Spice threat and harm assessments could lead to reclassification

The Home Office has asked the National Crime Agency (NCA) to investigate the level of threat posed by the synthetic drug Spice. 

Nov 12, 2018
By Neil Root

The synthetic cannabinoid could be upgraded from a Class B to a Class A drug after the Home Office also asked the Advisory Council on the Misuse of Drugs to assess its harms. 

Also known as the ‘zombie drug’, Spice has been causing many problems on UK streets, with users becoming temporarily paralysed, falling over and causing public disorder issues. 

A lucrative market for dealers in the drug has developed both inside and outside of prisons.  

A Home Office spokesperson said: “Synthetic cannabinoids, such as Spice, have a devastating impact on communities, which is why we acted to legally control them as Class B drugs.  

“This makes possession illegal and delivers longer sentences for dealers and manufacturers.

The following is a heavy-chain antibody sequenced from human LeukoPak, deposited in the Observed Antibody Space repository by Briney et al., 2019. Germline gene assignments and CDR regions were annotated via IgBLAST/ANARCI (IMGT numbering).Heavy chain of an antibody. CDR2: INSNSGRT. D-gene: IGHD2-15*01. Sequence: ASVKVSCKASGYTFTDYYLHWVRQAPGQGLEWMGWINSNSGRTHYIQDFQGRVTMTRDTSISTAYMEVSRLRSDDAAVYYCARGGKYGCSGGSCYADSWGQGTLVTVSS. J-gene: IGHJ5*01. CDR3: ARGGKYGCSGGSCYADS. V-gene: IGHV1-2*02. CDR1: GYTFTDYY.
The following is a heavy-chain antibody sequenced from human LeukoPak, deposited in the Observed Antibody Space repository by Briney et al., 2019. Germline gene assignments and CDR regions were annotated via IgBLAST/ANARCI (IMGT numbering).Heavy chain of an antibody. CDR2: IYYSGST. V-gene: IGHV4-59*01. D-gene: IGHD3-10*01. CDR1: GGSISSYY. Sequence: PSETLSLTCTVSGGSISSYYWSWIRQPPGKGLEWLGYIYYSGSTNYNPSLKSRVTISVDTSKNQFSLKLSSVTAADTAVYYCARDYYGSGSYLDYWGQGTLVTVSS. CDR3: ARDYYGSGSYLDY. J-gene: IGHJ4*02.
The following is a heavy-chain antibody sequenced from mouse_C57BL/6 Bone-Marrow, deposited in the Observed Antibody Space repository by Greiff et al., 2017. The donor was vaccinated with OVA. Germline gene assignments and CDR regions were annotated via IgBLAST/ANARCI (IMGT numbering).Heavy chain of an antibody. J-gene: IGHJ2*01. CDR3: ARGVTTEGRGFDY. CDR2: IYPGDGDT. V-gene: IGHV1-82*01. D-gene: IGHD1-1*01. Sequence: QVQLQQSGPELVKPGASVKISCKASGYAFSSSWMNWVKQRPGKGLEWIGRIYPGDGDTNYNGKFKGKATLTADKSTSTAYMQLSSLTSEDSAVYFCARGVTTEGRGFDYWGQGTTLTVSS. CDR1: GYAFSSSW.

“We are now taking further action to understand and address the risk. We have asked the National Crime Agency to undertake a threat assessment of synthetic cannabinoids to provide a full picture of the threat faced by law enforcement. 

“We will also be asking the Advisory Council on the Misuse of Drugs to advise on refreshing their 2014 assessment of the harms of synthetic cannabinoids. This will ensure we are relying on expert advice in considering any further action to take.” 

Synthetic cannabinoids were classified as Class B drugs in the UK in December 2009, and as the production of new forms of the drug is fast evolving with new types entering the market all the time, they have been banned continuously as they appear.  

Then in May 2016, the Psychoactive Substances Act became law, which restricts the production, sale and supply of new psychoactive drugs, which have often been referred to as ‘legal highs’. 




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